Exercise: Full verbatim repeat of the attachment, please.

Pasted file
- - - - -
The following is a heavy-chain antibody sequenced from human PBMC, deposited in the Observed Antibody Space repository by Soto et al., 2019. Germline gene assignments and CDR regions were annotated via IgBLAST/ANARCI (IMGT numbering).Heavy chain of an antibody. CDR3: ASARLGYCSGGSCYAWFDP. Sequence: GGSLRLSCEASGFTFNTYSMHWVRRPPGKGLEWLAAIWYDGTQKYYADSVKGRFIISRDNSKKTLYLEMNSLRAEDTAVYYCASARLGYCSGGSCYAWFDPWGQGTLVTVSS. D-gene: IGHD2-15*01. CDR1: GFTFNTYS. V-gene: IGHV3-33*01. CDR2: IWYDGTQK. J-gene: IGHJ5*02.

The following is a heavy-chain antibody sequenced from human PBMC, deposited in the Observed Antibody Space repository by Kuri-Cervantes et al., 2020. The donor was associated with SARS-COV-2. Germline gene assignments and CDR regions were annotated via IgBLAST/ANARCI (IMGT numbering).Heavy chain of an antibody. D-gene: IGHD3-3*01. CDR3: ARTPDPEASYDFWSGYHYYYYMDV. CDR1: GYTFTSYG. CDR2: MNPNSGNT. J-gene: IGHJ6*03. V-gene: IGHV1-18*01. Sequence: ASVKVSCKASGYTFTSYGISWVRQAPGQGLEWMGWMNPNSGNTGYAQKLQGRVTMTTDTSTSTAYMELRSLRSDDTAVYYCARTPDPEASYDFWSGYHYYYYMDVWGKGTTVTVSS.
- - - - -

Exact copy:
The following is a heavy-chain antibody sequenced from human PBMC, deposited in the Observed Antibody Space repository by Soto et al., 2019. Germline gene assignments and CDR regions were annotated via IgBLAST/ANARCI (IMGT numbering).Heavy chain of an antibody. CDR3: ASARLGYCSGGSCYAWFDP. Sequence: GGSLRLSCEASGFTFNTYSMHWVRRPPGKGLEWLAAIWYDGTQKYYADSVKGRFIISRDNSKKTLYLEMNSLRAEDTAVYYCASARLGYCSGGSCYAWFDPWGQGTLVTVSS. D-gene: IGHD2-15*01. CDR1: GFTFNTYS. V-gene: IGHV3-33*01. CDR2: IWYDGTQK. J-gene: IGHJ5*02.

The following is a heavy-chain antibody sequenced from human PBMC, deposited in the Observed Antibody Space repository by Kuri-Cervantes et al., 2020. The donor was associated with SARS-COV-2. Germline gene assignments and CDR regions were annotated via IgBLAST/ANARCI (IMGT numbering).Heavy chain of an antibody. D-gene: IGHD3-3*01. CDR3: ARTPDPEASYDFWSGYHYYYYMDV. CDR1: GYTFTSYG. CDR2: MNPNSGNT. J-gene: IGHJ6*03. V-gene: IGHV1-18*01. Sequence: ASVKVSCKASGYTFTSYGISWVRQAPGQGLEWMGWMNPNSGNTGYAQKLQGRVTMTTDTSTSTAYMELRSLRSDDTAVYYCARTPDPEASYDFWSGYHYYYYMDVWGKGTTVTVSS.